I pushed a dust mop SLOWLY around one of my buildings last night. I wanted to get a feel for what shape I was in. I am a wuss! Ok, not really, but doing that little bit drained me. It is amazing to me how surgery can wipe you out.

I still have a little pain, mostly achy pain. Thank the Lord, the pain from before is completely gone. I can't explain clearly enough the joy I feel for this relief.

When I started posting about my pain and surgery, I had this grand idea that I would have a captivating series of posts about the medical journey from debilitating pain to complete recovery. Well, you see what I got instead is some whining about pain, some interesting observations and then boring posts like:"I have less pain today." Oh well.

This experience and some reports of others who have had to address serious medical conditions without insurance has made me rethink my ideas about our health care system and whether a government run system is the right idea. I'm not yet ready to embrace Uncle Sam running my medical life, but I am firmly convinced that something has to change. I am going to be working on ideas about how to improve our health care system, doing some research and then trying to get others to work with me to see that we can try to change things. I know, us little guys, can't fight "city hall", but if we don't try, nothing is going to change and too many people are going to continue to fall through the cracks and in a country who's history is replete with examples of ingenuity and resourcefulness, that is not acceptable!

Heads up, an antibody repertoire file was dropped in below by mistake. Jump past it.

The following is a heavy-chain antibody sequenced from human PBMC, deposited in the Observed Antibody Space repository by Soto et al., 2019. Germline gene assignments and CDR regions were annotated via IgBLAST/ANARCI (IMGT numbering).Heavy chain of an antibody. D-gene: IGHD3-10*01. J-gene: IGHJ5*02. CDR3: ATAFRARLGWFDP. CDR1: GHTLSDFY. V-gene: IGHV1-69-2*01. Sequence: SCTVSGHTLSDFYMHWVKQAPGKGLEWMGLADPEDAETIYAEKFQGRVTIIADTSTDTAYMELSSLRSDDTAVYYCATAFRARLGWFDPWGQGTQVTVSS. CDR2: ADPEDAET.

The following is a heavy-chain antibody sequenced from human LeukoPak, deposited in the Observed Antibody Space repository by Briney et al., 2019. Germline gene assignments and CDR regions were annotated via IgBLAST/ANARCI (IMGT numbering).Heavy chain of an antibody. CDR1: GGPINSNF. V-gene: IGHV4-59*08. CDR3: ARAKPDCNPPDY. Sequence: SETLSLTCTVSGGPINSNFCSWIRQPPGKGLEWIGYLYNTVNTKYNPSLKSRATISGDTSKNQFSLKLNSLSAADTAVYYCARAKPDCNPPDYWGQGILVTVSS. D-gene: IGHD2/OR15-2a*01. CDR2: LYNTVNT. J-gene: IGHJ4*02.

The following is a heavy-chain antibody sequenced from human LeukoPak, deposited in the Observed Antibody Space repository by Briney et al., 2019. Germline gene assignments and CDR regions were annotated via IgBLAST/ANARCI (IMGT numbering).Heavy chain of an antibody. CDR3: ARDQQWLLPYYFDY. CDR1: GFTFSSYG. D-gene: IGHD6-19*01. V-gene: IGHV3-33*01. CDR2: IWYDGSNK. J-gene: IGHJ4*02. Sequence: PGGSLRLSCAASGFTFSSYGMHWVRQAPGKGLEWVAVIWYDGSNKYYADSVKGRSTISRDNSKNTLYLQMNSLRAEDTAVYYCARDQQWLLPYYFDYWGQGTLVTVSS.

Saturday, October 20, 2007

Day Three - recovering

So should I continue to give y'all a daily report on my recovery? Well, there really isn't a whole lot to talk about on that front. The pain is getting less each day, and I'm immensely happy with the positive change.

I've walked around the complex a few times since getting back from surgery. It's kind of funny watching, because I walk so gingerly and slowly, someone said they thought I was still under the influence of the pain medication. These past two days have been great for slow strolls. It has been warm with a soft breeze. Tomorrow, I'll get my first trip off the property. My friend is going to pick me up and take me to church.

If y'all are not nodding off yet, I applaud your stamina in the face of boring conversation. Maybe the rest of my posts will be more stimulating.

Friday, October 19, 2007

Day Two-recovering.

Dr. Mina warned me that I might still have pain in my right leg and might even have pain in the left. The Doc knows her stuff! My right leg is almost without pain, but the left leg felt left out over my attention my right leg received, so it decided to join the party. I know now without a doubt that work would have been out of the question if my legs had decided to be a duet in pain. I won't complain about this pain today, because overall I am feeling better than I have in over 6 months, and being able to sit down is a blessing. My recliner felt neglected and has welcomed me back with open arms.

It's good to have friends. Many of the people in my life have been jumping at the chance to give me a hand. I'm truly blessed to have friends.

Thursday, October 18, 2007

Pain, a thing of the past!